I once received the dreaded middle-of-the night phone call.
As most of these calls do, it breathed news of tragedy: my brother snapped in two at the neck after running his Jeep headlong into an oak tree.
Left behind in the backseat were terrible evidences of his devastating end — everything blood-soaked: a half bag of sunflower seeds, a baseball mitt, a couple of molars.
It’s graphic, I know. But these pictures hold power, and I want you to see.
Because they say that forensic experts can formulate both victim and offender profiles by observing a person’s possessions and space or interviewing a person’s friends and family. It follows, then, that family members can do the same with their loved ones.
So we rifled through all that was left behind in the wake of my brother’s life — we rummaged through items not just from his vehicle, but also from his apartment: clothes, checkbook, CDs, books, photos, video games, receipts, calendar, love letters.
But it’s what my brother didn’t leave behind that — for a long time — made me agonize over whether or not he is in Heaven.
We found no Bible or church bulletin, uncovered no crucifix or prayer book, spoke to no one who indicated he had a faith-life of any kind.
We did find a four way Catholic medal which was something, but there’s no hint that he understood the rich symbolism associated with it.
Now I am in no way saying that discovering a drawer full of religious paraphernalia or a closet crammed with Christian t-shirts would have somehow verified that my brother had a relationship with Jesus.
But with so little to go on, I’m left with questions: If my brother was a follower of Jesus, wouldn’t there have been some evidence of a connection?
Wouldn’t those closest to him have testified to hearing him speak about Jesus? Because “if you declare with your mouth, ‘Jesus is Lord,’ and believe in your heart that God raised him from the dead, you will be saved” (Romans 10:9).
And if he was a true disciple of Jesus, wouldn’t his life have produced much fruit (John 15:8)?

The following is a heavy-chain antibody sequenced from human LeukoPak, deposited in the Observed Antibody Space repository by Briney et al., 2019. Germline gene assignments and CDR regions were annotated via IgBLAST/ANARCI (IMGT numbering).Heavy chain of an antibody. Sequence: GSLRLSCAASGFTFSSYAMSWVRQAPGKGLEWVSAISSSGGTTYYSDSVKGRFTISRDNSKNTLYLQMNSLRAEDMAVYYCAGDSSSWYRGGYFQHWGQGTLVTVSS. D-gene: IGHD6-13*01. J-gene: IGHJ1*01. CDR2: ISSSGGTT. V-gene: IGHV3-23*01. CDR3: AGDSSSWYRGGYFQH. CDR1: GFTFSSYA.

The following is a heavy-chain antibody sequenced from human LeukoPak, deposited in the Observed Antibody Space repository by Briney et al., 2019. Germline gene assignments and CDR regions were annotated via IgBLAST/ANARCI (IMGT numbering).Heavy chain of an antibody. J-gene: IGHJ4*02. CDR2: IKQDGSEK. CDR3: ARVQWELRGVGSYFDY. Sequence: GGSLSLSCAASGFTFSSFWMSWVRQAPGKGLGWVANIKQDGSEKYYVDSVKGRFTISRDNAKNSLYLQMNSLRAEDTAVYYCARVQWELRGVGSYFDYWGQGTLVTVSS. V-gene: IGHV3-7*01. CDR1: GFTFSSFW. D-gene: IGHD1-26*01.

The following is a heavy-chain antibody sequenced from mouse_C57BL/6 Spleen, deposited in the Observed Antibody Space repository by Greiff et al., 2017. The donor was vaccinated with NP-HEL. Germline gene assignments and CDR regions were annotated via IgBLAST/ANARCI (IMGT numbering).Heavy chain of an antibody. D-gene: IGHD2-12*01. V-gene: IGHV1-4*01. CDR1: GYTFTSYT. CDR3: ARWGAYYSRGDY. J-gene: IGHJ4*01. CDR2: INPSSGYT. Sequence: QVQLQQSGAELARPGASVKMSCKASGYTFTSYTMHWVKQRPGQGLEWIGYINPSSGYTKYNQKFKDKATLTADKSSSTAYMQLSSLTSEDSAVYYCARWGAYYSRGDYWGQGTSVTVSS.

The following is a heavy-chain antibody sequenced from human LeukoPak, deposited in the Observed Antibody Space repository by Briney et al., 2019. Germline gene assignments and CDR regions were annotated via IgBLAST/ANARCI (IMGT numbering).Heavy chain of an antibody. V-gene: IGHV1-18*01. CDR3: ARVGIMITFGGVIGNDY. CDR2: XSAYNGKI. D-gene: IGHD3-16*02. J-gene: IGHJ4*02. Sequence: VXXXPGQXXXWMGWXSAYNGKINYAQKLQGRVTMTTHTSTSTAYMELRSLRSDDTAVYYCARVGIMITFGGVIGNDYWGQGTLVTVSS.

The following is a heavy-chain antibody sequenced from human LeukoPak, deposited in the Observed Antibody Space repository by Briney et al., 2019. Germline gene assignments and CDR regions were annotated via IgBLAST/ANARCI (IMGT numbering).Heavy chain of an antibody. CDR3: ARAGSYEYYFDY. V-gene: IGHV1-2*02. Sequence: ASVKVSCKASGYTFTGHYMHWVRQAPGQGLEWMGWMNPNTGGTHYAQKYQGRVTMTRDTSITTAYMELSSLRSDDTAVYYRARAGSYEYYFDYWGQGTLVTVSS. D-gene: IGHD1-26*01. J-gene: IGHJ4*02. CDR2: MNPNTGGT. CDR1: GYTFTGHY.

Ultimately, these unanswered questions make me wonder: What spiritual “hard evidence” am *I* leaving behind? When I die, will my friends and family have to speculate about my allegiance to the Christ?
And to you I ask the same question: What spiritual traces are you leaving behind for your loved ones?
Artifacts such as these could speak volumes: a family Bible sitting untouched on the coffee table gathering dust; a summer calendar crowding out entire months of Sunday worship in lieu of jet-skiing at the lake cottage; a growing savings account recording no tithe to the Church.
Equally telling would be the testimony of these items: a tattered prayer journal next to the bed stand; a day planner indicating purposeful time set aside for God, spouse, children, friends; a checkbook chronicling generous support for those spreading the Good News.
Would any of these articles guarantee entrance (or exclusion) to Heaven for the owner? No.
But when loved ones die and you’re not sure they’re in Heaven, chances are they didn’t leave behind much evidence to suggest a relationship with Jesus.
And even if they did, Scripture tells us that:
“The heart is hopelessly dark and deceitful, a puzzle that no one can figure out… God [is the One who] search[es] the heart and examine[s] the mind. [He] get[s] to the heart of the human. [He] get[s] to the root of things. [He] treat[s] them as they really are, not as they pretend to be” (Jeremiah 17:9-10).
So I trust that the God whom I serve — the God whom my brother at the very least seemed to know about — will get to the heart of each human. Mine. My brother’s. Yours.
And because it is impossible for me to know my OWN heart let alone another’s, who am *I* to authenticate a person’s spiritual connection with Jesus?
Therefore, I no longer agonize over whether or not my brother is in Heaven.
Instead, I’m working on living a life that produces so much fruit that when I’m dead, there will be little doubt for my family as to whether or not I was a disciple of Jesus Christ (John 15:8).
Won’t you join me?